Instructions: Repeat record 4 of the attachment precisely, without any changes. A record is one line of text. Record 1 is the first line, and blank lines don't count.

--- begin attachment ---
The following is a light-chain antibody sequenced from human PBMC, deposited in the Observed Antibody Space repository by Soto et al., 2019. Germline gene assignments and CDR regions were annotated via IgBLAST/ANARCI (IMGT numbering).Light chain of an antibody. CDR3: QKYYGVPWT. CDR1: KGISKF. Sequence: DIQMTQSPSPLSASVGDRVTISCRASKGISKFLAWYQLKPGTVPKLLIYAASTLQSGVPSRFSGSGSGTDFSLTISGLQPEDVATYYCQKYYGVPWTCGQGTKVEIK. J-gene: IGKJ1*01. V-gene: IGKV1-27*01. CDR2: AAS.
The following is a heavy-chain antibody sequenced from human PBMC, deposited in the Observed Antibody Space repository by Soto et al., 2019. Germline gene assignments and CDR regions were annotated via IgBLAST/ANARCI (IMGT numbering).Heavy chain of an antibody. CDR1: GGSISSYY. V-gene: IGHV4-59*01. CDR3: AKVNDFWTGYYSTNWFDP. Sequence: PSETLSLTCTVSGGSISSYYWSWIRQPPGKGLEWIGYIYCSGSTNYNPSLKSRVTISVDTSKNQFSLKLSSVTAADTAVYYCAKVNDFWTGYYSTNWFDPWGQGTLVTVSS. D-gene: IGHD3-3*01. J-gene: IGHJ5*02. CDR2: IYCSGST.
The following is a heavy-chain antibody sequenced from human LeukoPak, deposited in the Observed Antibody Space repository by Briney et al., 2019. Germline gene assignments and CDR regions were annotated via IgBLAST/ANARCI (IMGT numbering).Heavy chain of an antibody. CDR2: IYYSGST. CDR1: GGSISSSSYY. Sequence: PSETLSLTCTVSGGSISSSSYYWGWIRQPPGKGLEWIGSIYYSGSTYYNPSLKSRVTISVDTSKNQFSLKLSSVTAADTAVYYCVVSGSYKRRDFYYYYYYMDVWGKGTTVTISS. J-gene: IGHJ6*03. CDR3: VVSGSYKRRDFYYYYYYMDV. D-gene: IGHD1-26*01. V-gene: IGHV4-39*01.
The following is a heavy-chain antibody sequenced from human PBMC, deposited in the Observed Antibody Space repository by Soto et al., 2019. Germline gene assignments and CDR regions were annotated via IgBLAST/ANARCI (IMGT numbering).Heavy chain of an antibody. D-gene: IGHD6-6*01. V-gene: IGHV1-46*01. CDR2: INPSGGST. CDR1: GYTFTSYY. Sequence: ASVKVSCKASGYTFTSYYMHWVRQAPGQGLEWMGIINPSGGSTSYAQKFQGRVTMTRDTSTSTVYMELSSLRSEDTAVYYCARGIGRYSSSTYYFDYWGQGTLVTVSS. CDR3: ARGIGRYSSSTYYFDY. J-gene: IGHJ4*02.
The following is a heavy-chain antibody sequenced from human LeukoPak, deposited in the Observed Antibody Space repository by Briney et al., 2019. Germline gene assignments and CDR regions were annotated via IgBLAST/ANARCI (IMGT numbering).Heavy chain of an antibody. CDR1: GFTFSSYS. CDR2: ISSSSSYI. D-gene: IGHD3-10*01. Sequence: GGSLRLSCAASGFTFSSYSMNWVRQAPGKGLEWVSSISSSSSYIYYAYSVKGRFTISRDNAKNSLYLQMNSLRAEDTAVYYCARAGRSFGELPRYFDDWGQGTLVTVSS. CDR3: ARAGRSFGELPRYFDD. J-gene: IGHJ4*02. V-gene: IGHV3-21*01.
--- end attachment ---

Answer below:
The following is a heavy-chain antibody sequenced from human PBMC, deposited in the Observed Antibody Space repository by Soto et al., 2019. Germline gene assignments and CDR regions were annotated via IgBLAST/ANARCI (IMGT numbering).Heavy chain of an antibody. D-gene: IGHD6-6*01. V-gene: IGHV1-46*01. CDR2: INPSGGST. CDR1: GYTFTSYY. Sequence: ASVKVSCKASGYTFTSYYMHWVRQAPGQGLEWMGIINPSGGSTSYAQKFQGRVTMTRDTSTSTVYMELSSLRSEDTAVYYCARGIGRYSSSTYYFDYWGQGTLVTVSS. CDR3: ARGIGRYSSSTYYFDY. J-gene: IGHJ4*02.